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20 July 2017

Touch not the Lord’s anointed.

When leaders try to evade accountability by the very verse which makes ’em accountable.

1 Chronicles 16.22, Psalm 105.15

Today’s out-of-context scripture is found in two places in the bible, ’cause either Chronicles is quoting Psalms or vice-versa. (Hard to tell, since they were written round the same time.) To get the full effect, you gotta quote it in the King James Version.

1 Chronicles 16.22, Psalm 105.15 KJV
Touch not mine anointed, and do my prophets no harm.

The way it’s typically quoted is in the third-person form of “Touch not the LORD’s anointed!” But it doesn’t take that form in the bible.

I’ve seldom heard preachers quote it. More often I’ve heard it from people in church leadership, or people who are defending church leadership. Usually it’s to discourage us from questioning, critiquing, condemning, or otherwise interfering with those leaders. ’Cause they were anointed by the LORD—and look, it says right there in the bible you’re not to touch the LORD’s anointed.

It was written by King David ben Jesse, and you remember how he could’ve totally killed the insane King Saul ben Kish time and again? But he wouldn’t dare, ’cause Saul was the LORD’s anointed?

I should remind you the word which gets translated “anointed” is mešíakh/“Messiah”—one of the king’s titles, so I translated it appropriately. (I would hope you’re not using the title Messiah for anyone in your church leadership but Jesus.)

1 Samuel 24.4-7 KWL
4 David’s men told him, “Look, it’s the day the LORD told you of!—
‘Look, I put your enemy into your hand. Do whatever pleases your eye.’ ”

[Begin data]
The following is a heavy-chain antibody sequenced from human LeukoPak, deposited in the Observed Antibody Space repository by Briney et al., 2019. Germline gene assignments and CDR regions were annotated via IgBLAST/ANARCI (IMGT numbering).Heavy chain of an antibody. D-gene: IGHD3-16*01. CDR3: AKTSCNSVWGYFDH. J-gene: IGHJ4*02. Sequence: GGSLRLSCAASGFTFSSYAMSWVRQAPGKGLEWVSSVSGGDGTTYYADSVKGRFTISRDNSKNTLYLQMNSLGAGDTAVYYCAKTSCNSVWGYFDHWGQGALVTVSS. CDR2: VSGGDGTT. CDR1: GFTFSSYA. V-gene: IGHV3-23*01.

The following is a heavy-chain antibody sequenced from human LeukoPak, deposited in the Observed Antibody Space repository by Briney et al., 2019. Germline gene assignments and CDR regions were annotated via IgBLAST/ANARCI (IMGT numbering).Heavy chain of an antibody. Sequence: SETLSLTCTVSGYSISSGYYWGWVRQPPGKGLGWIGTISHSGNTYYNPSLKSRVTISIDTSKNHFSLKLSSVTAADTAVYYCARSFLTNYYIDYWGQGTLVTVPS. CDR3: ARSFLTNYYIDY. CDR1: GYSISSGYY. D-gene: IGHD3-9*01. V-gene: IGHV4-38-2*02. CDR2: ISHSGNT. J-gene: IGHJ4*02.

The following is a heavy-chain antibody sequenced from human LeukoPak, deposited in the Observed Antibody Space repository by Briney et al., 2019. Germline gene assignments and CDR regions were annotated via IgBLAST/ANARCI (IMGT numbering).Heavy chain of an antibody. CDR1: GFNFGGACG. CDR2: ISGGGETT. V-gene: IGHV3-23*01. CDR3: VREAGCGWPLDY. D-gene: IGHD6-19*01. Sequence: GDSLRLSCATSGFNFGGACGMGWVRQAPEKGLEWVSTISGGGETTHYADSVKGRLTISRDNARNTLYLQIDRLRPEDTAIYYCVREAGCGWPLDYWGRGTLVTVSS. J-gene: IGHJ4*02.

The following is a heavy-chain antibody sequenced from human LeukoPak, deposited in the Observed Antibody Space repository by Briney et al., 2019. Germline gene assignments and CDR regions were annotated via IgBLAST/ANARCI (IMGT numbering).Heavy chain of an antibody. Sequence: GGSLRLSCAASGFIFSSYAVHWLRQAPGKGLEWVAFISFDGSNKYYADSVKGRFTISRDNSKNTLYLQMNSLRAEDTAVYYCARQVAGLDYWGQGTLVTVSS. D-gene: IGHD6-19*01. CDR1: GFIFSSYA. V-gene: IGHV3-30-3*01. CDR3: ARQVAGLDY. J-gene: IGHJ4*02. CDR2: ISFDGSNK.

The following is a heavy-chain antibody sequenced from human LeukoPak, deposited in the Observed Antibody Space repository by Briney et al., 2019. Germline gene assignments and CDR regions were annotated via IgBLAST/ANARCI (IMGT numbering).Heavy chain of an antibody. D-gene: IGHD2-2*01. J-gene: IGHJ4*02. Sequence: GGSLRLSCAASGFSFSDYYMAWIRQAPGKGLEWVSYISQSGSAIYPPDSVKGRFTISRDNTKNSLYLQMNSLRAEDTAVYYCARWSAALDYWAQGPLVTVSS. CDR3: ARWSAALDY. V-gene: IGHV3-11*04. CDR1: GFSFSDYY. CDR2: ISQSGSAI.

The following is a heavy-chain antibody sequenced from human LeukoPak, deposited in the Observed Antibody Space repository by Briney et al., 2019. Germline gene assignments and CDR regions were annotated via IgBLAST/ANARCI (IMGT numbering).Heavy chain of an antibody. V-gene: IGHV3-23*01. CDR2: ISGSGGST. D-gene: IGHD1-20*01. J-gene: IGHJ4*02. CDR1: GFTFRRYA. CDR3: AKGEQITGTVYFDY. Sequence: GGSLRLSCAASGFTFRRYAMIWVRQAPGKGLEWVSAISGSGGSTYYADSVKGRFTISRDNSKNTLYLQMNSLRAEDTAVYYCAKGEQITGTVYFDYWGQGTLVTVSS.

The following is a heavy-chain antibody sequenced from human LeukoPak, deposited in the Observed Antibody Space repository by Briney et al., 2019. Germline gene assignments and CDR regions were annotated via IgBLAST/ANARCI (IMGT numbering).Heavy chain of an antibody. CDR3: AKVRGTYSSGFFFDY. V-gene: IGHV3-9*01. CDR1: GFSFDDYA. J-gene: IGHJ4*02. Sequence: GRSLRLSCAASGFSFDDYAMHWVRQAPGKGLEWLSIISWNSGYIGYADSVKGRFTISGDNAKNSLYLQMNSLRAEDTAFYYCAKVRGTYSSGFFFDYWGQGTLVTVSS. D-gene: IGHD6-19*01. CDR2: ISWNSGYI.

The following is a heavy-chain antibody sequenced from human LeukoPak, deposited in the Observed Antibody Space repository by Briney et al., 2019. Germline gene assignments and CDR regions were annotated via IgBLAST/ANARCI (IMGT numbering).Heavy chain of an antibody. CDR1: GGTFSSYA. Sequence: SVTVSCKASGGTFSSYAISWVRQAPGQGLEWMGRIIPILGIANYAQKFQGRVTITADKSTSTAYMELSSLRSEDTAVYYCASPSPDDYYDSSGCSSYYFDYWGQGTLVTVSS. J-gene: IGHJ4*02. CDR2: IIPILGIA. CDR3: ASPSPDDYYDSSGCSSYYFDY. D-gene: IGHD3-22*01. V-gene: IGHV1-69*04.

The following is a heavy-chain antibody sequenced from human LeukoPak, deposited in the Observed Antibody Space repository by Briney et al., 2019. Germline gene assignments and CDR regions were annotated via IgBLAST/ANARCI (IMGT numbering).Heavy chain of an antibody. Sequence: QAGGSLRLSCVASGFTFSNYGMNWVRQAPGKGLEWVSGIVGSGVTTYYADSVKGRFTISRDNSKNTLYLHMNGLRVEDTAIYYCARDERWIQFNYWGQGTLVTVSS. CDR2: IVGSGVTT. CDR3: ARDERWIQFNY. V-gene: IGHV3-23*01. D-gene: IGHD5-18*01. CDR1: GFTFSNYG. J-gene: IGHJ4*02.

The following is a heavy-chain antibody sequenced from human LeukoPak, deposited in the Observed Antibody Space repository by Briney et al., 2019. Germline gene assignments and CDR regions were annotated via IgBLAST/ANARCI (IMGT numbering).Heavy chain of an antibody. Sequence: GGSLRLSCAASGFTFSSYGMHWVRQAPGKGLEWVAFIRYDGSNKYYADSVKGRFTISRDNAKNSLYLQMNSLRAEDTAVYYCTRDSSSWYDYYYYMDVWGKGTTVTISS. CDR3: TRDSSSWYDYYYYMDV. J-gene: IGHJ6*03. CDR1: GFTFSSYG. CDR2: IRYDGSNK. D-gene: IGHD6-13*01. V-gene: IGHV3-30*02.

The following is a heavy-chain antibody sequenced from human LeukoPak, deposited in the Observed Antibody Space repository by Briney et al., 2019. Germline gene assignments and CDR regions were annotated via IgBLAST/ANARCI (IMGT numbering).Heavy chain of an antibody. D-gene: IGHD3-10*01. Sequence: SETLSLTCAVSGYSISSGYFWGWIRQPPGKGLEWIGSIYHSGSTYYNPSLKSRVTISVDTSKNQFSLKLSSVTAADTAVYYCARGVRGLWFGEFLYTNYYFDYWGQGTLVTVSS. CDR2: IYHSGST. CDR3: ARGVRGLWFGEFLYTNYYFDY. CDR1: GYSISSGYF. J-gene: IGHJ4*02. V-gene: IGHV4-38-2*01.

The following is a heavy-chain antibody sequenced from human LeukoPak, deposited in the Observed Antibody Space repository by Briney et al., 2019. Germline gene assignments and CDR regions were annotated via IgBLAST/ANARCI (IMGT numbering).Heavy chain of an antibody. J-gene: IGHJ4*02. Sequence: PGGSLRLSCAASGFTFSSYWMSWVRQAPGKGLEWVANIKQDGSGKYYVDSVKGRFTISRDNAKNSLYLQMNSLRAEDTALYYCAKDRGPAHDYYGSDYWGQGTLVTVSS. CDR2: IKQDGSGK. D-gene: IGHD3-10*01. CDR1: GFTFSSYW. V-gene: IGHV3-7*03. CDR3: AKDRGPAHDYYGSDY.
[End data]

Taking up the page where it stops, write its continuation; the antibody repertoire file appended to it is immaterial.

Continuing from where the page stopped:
So David rose up and secretly cut the corner of Saul’s robe off.
5 Afterward, David’s heart struck him over this—that he cut off a corner of something of Saul.
6 He told his men, “By the LORD, I should never have done this thing to my master, the LORD’s Messiah;
to raise my hand to him, because he’s the LORD’s Messiah.”
7 David persuaded his men with such words and didn’t let them confront Saul.
Saul rose from the cave and walked to the road.

Yeah, it’s totally weird thinking of Saul as a Messiah, huh? Just goes to show you how much Jesus has redeemed that title.

David wouldn’t dare another time:

1 Samuel 26.8-9 KWL
8 Avišai told David, “God placed your enemy in your fist today! Now please—
I can smite him to the ground with a spear in one heartbeat. I needn’t repeat it.”
9 David told Avišai, “Don’t destroy him.
Who can raise their hand to the LORD’s Messiah and be clean?”

Get the point? Even though Saul was an absolute beast of a man towards the innocent David, he was still God’s anointed king. David had no business killing him—or even overthrowing him, or doing anything other than remaining in exile to await his king’s death. Beast or not, Saul was still Messiah, and David was never gonna depose God’s anointed king. (Now, Saul’s successor Ishbaal was another deal; David never recognized him as Messiah.)

But once we incorrectly apply the idea of an anointed king to Christian leaders, you might notice it gives ’em a free pass to be just as bad as Saul. ’Cause “touch not the LORD’s anointed.”